This Day in Presbyterian History:
More Alive than I have ever Been Before
The veteran preacher was speaking about his translation to heaven from the pulpit one Sunday morning. As he spoke of his pine box being brought in at his funeral, Dr. D. James Kennedy warned against any weeping at the sight. Instead, he said “I want you to begin with the Doxology and end with the Hallelujah chorus, because I am not going to be there, and I am not going to be dead. I will be more alive than I have ever been in my life. I will be alive forever, in greater health and vitality and joy than ever, ever, I or anyone has known before.”
The above quotation was on his funeral bulletin after his death at his home in Fort Lauderdale, Florida on September 5, 2007. He had returned from the medical facility just ten days before, after being stricken with a heart attack the previous year. His last sermon had been preached on December 24, 2006, with his retirement from the pulpit of the Coral Ridge Presbyterian Church for the last forty-seven years.
Much has been written on the man and his ministry. His twin themes of the Great Commission and the Cultural Mandate characterized his messages and ministry in Fort Lauderdale, the state of Florida, the nation, and the world. Certainly, the lay-witnessing methodology for sharing the gospel impacted countless Christians, including this writer in his pastorate of forty years. Taking every thought captive to the Lord Jesus and reclaiming the culture of our once blessed nation and people, enabled the cultural mandate to become practice instead of mere theory. For all this, we can thank the Triune God for D. James Kennedy. No wonder can the funeral hymns be started with the Doxology and end with the Hallelujah Chorus. The sovereign God deserves all the praise for the spiritual gifts He had given to His servant, Dr. Kennedy.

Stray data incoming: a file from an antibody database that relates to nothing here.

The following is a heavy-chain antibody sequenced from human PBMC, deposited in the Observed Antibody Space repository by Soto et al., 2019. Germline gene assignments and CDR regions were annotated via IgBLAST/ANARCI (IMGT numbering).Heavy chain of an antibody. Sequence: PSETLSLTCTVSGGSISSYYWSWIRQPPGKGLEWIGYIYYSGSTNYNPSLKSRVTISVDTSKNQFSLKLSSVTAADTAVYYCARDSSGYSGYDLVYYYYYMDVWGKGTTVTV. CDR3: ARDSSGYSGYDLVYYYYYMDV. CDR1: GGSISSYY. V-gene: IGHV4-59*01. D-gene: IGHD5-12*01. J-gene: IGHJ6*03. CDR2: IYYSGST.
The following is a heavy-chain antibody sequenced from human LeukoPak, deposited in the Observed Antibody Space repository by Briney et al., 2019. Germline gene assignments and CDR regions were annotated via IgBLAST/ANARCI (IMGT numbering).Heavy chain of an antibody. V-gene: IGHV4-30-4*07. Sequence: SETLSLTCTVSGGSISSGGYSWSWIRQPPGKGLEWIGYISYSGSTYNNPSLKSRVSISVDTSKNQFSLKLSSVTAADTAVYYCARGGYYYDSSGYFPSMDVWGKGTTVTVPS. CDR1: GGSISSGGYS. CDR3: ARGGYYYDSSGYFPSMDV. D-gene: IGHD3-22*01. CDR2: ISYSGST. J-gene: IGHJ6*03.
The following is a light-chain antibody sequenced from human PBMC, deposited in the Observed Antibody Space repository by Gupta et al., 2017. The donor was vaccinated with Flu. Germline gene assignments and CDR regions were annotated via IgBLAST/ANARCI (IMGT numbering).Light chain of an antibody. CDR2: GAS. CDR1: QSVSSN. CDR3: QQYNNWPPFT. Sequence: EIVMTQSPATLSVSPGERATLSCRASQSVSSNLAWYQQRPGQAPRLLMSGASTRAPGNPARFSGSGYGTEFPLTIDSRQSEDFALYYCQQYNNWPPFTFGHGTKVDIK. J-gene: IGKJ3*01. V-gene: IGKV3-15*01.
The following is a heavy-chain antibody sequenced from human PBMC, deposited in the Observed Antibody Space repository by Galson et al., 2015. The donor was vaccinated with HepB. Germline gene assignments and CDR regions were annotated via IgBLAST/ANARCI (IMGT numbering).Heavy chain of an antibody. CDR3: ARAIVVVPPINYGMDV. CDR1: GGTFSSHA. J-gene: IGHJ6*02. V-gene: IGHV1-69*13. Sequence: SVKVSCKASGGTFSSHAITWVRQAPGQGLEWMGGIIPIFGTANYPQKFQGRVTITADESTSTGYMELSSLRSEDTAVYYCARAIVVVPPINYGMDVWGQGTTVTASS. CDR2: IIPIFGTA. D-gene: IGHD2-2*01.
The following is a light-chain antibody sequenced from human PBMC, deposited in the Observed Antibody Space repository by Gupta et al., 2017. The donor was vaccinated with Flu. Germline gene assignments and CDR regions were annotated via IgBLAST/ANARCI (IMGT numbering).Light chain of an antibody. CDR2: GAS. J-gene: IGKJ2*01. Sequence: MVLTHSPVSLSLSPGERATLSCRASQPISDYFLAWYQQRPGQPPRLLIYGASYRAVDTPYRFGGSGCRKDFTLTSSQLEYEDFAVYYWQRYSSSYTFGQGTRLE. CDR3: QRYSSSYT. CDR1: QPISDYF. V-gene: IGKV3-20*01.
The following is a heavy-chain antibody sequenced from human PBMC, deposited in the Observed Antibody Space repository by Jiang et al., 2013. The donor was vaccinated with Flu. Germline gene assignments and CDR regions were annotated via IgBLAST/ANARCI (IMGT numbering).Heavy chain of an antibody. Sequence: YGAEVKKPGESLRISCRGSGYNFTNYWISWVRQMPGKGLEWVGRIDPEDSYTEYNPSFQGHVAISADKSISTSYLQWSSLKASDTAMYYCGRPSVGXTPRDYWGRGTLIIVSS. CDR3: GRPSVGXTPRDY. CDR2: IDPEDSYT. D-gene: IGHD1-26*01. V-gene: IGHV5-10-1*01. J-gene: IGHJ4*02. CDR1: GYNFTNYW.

Words to live by: Jesus once said that we were to pray that laborers be literally thrust out into the harvest, for it was ready to be gathered. When is the next D. James Kennedy to be raised up for the ripe harvest? Indeed, where is the next generation of pastors and teachers, missionaries, evangelists, helpers, administrators, and you can add all the spiritual gifts here, going to step forward and be counted for labors in the kingdom of grace? The harvest is there. The church is there. The culture is there. Where are the laborers? Pray for a mighty calling today for service in our day.
Through the Scriptures: 2 Chronicles 17 – 19
Through the Standards: A Pattern for prayer
WLC 187 — “How is the Lord’s Prayer to be used?
A. The Lord’s prayer is not only for direction, as a pattern, according to which we are to make other prayers; but may also be used as a prayer, so that it be done with understanding, faith, reverence, and other graces necessary to the right performance of the duty of prayer.”
WLC 188 — “Of how many parts does the Lord’s Prayer consist?
A. The Lord’s prayer consists of three parts: a preface, petitions, and a conclusion.”